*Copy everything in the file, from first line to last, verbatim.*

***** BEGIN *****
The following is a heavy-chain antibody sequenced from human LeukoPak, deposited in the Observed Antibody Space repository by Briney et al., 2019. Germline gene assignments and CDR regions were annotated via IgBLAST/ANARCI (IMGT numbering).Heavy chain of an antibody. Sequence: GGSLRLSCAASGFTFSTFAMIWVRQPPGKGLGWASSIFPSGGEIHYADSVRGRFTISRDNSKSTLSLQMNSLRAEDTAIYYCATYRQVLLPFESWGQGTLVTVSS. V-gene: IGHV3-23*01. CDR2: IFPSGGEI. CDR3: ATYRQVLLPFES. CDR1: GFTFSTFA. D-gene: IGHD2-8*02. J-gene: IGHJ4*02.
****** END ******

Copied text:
The following is a heavy-chain antibody sequenced from human LeukoPak, deposited in the Observed Antibody Space repository by Briney et al., 2019. Germline gene assignments and CDR regions were annotated via IgBLAST/ANARCI (IMGT numbering).Heavy chain of an antibody. Sequence: GGSLRLSCAASGFTFSTFAMIWVRQPPGKGLGWASSIFPSGGEIHYADSVRGRFTISRDNSKSTLSLQMNSLRAEDTAIYYCATYRQVLLPFESWGQGTLVTVSS. V-gene: IGHV3-23*01. CDR2: IFPSGGEI. CDR3: ATYRQVLLPFES. CDR1: GFTFSTFA. D-gene: IGHD2-8*02. J-gene: IGHJ4*02.